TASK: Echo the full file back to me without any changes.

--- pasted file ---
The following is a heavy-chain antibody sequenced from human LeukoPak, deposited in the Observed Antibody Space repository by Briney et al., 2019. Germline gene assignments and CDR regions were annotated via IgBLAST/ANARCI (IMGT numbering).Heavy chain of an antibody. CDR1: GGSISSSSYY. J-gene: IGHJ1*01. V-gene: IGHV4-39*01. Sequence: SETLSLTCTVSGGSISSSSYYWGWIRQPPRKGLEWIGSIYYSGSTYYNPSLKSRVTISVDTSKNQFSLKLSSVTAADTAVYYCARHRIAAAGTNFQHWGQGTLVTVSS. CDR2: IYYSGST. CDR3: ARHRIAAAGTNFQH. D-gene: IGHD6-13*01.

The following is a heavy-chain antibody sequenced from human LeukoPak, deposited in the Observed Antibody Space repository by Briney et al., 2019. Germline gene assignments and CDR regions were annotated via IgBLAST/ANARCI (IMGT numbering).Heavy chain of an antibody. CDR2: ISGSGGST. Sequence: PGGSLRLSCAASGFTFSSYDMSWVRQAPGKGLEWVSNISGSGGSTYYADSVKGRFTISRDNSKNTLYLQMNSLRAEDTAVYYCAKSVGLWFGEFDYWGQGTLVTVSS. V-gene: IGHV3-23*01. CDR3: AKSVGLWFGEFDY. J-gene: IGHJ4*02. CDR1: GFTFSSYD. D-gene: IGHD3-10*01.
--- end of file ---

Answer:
The following is a heavy-chain antibody sequenced from human LeukoPak, deposited in the Observed Antibody Space repository by Briney et al., 2019. Germline gene assignments and CDR regions were annotated via IgBLAST/ANARCI (IMGT numbering).Heavy chain of an antibody. CDR1: GGSISSSSYY. J-gene: IGHJ1*01. V-gene: IGHV4-39*01. Sequence: SETLSLTCTVSGGSISSSSYYWGWIRQPPRKGLEWIGSIYYSGSTYYNPSLKSRVTISVDTSKNQFSLKLSSVTAADTAVYYCARHRIAAAGTNFQHWGQGTLVTVSS. CDR2: IYYSGST. CDR3: ARHRIAAAGTNFQH. D-gene: IGHD6-13*01.

The following is a heavy-chain antibody sequenced from human LeukoPak, deposited in the Observed Antibody Space repository by Briney et al., 2019. Germline gene assignments and CDR regions were annotated via IgBLAST/ANARCI (IMGT numbering).Heavy chain of an antibody. CDR2: ISGSGGST. Sequence: PGGSLRLSCAASGFTFSSYDMSWVRQAPGKGLEWVSNISGSGGSTYYADSVKGRFTISRDNSKNTLYLQMNSLRAEDTAVYYCAKSVGLWFGEFDYWGQGTLVTVSS. V-gene: IGHV3-23*01. CDR3: AKSVGLWFGEFDY. J-gene: IGHJ4*02. CDR1: GFTFSSYD. D-gene: IGHD3-10*01.